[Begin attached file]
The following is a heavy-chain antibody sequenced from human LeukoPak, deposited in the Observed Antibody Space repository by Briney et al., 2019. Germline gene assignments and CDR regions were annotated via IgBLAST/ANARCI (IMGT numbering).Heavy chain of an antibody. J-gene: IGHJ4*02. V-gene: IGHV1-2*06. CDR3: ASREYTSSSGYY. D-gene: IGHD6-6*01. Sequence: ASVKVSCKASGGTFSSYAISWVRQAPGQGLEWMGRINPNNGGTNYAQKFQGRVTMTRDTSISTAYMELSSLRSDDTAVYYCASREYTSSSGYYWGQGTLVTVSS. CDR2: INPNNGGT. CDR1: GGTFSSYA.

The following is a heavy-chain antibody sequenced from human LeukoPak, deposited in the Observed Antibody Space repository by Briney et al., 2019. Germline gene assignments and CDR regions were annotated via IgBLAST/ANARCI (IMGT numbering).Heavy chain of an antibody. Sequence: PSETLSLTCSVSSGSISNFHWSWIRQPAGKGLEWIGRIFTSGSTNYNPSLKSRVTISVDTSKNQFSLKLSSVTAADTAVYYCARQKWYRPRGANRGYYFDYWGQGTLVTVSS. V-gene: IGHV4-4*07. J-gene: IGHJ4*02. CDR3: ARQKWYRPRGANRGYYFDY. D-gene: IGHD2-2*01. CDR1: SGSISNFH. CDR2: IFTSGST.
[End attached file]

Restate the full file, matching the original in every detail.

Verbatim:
The following is a heavy-chain antibody sequenced from human LeukoPak, deposited in the Observed Antibody Space repository by Briney et al., 2019. Germline gene assignments and CDR regions were annotated via IgBLAST/ANARCI (IMGT numbering).Heavy chain of an antibody. J-gene: IGHJ4*02. V-gene: IGHV1-2*06. CDR3: ASREYTSSSGYY. D-gene: IGHD6-6*01. Sequence: ASVKVSCKASGGTFSSYAISWVRQAPGQGLEWMGRINPNNGGTNYAQKFQGRVTMTRDTSISTAYMELSSLRSDDTAVYYCASREYTSSSGYYWGQGTLVTVSS. CDR2: INPNNGGT. CDR1: GGTFSSYA.

The following is a heavy-chain antibody sequenced from human LeukoPak, deposited in the Observed Antibody Space repository by Briney et al., 2019. Germline gene assignments and CDR regions were annotated via IgBLAST/ANARCI (IMGT numbering).Heavy chain of an antibody. Sequence: PSETLSLTCSVSSGSISNFHWSWIRQPAGKGLEWIGRIFTSGSTNYNPSLKSRVTISVDTSKNQFSLKLSSVTAADTAVYYCARQKWYRPRGANRGYYFDYWGQGTLVTVSS. V-gene: IGHV4-4*07. J-gene: IGHJ4*02. CDR3: ARQKWYRPRGANRGYYFDY. D-gene: IGHD2-2*01. CDR1: SGSISNFH. CDR2: IFTSGST.